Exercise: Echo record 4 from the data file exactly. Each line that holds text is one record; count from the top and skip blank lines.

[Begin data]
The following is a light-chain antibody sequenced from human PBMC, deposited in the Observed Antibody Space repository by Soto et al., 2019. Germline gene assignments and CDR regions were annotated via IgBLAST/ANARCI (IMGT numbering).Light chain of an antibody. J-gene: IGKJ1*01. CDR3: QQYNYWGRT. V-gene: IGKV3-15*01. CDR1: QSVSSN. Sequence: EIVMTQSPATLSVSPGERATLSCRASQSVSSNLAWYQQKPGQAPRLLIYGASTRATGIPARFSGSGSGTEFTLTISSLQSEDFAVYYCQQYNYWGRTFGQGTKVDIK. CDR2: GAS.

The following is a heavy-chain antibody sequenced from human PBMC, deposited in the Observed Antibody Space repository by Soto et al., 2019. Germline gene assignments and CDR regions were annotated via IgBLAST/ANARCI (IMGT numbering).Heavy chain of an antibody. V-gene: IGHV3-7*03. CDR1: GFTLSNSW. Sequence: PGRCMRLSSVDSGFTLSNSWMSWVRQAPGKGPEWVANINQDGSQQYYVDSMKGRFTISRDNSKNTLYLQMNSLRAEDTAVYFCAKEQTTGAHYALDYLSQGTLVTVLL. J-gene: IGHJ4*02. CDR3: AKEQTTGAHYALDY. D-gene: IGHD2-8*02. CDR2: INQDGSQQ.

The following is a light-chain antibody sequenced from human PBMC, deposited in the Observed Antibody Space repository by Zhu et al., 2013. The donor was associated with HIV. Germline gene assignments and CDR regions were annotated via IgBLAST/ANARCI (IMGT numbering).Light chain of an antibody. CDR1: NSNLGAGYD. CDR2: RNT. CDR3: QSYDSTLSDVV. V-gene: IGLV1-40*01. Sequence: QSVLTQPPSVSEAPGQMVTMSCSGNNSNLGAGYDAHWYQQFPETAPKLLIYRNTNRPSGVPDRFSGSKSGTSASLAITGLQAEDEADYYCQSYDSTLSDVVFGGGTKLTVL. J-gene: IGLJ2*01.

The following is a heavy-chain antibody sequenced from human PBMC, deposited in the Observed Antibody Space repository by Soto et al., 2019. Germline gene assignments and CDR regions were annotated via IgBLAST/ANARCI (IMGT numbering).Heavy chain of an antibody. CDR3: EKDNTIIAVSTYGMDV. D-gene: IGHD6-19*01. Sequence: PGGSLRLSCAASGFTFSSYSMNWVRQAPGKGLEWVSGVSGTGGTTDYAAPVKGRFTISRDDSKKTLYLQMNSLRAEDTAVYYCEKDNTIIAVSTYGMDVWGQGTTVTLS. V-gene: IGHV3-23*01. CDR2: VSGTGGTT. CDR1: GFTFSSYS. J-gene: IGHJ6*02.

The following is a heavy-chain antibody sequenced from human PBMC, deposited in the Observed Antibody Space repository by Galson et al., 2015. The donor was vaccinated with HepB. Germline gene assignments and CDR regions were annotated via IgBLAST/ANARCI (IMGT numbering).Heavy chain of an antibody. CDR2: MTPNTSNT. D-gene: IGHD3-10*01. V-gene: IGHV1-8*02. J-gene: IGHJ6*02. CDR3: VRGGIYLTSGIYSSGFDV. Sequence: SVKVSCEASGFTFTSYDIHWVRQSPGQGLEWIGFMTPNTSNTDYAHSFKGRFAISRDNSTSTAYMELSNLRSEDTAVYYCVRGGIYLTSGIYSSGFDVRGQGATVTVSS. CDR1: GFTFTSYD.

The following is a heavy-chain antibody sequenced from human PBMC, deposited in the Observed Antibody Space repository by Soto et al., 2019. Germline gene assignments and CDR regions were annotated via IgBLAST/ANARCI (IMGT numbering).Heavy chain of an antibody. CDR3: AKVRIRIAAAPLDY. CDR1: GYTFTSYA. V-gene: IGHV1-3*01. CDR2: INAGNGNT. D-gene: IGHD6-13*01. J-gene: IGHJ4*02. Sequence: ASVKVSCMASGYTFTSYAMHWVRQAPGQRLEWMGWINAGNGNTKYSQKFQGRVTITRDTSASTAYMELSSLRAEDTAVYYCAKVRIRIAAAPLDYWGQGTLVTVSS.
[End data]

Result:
The following is a heavy-chain antibody sequenced from human PBMC, deposited in the Observed Antibody Space repository by Soto et al., 2019. Germline gene assignments and CDR regions were annotated via IgBLAST/ANARCI (IMGT numbering).Heavy chain of an antibody. CDR3: EKDNTIIAVSTYGMDV. D-gene: IGHD6-19*01. Sequence: PGGSLRLSCAASGFTFSSYSMNWVRQAPGKGLEWVSGVSGTGGTTDYAAPVKGRFTISRDDSKKTLYLQMNSLRAEDTAVYYCEKDNTIIAVSTYGMDVWGQGTTVTLS. V-gene: IGHV3-23*01. CDR2: VSGTGGTT. CDR1: GFTFSSYS. J-gene: IGHJ6*02.